Tuesday, 29 January 2013

Intuitions and antennacide

"I realize that I might be missing my final chance by leaving the phone off the hook, now I only phone out for an ambulance, the firemen or the police [...]
I keep it off the hook. I am not the one for whom the bell tolls"
Charles Bukowski, Perfect Silence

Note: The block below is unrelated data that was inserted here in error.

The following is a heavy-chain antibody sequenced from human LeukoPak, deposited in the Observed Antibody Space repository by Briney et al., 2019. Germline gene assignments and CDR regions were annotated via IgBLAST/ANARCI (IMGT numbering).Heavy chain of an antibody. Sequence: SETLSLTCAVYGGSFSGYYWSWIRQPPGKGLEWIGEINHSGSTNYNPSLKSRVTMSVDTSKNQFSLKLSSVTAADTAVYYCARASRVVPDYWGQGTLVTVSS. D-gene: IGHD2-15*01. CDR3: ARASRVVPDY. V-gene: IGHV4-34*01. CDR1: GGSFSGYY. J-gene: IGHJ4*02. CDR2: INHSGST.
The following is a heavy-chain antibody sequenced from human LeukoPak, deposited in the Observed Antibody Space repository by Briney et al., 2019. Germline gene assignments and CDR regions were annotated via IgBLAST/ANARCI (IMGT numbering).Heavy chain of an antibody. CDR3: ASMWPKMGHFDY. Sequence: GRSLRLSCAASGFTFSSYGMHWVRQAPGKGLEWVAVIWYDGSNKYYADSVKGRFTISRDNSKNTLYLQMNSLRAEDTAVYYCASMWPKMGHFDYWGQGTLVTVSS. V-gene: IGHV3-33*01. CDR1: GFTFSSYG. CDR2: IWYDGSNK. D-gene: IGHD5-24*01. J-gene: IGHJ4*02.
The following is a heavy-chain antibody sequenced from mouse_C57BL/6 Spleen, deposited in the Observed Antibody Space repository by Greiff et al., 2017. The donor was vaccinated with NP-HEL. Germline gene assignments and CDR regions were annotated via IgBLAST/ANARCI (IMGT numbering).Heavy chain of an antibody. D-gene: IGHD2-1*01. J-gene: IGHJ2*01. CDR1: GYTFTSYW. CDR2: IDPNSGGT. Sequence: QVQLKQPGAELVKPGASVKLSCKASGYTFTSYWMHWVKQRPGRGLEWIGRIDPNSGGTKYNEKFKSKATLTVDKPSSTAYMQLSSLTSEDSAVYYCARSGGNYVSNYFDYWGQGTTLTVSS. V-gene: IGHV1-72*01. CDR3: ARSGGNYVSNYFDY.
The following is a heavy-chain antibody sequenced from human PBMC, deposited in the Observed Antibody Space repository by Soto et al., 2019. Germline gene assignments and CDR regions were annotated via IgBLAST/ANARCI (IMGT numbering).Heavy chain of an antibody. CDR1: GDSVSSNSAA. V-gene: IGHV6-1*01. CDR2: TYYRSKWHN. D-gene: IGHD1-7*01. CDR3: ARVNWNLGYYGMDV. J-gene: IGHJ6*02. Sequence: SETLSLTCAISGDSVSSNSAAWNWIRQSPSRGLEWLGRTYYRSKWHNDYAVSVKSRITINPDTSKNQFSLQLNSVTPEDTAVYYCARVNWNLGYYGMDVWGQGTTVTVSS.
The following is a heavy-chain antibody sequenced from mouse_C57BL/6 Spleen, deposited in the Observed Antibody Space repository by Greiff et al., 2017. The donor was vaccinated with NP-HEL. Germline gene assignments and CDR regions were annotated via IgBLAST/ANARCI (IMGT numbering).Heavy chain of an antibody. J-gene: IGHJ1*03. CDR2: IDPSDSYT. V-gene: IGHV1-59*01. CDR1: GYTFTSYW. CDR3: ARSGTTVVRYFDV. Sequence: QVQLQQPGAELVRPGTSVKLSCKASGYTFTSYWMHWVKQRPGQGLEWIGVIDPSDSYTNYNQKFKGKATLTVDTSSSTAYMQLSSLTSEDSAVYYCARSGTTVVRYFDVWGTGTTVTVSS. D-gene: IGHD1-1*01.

Thinking of the common usage of the word "intuition" as a way to ditch certain receptions. In this usage, intuition is taken to be doubtful or disputable reception, due to its origin that cannot be traced to proper, dedicated sense organs. Its reliability is deemed low because it is not a product of a fixed receptor but rather a sensibility that is taken to be diffuse and producing signals that cannot be traced to well-reputed cognitive source. The epistemic contempt for intuition is part of a device to discard and put aside some receptors while favoring others - it is a chapter of the ongoing epistemicide, one that could be labeled antennacide. In fact, the plurality and unaccountability of antennas is part of what makes knowledge embedded in the world. Receptors abound, things need to react to what is around and to what affects whatever is around. Tarde is inspirational in opening the way to understand each thing in the world together with the societies it belongs - the rhythms it follows, the repetitions that makes it contract habits. Receptors are matrixes of difference and indifference (sensitivity to something, insensitivity to the rest) that were shaped by patters of habituation. They are not limited to the organs of sense, but rather there is a (paleo)political choice of receptors favored the existing organs of sense. Marx wrote in the Manuscripts: "The forming of the five senses is a labour of the entire history of the world down to the present." It is a labour that involved dismissing other receptors, and throwing all away under the name of "mere intuitions". (In this sense, the philosophical parlance that consider intellectual and sensitive intuition - Anschauung - is politically better if it is not accompanied by a catalog of senses associated to the standard sense organs.)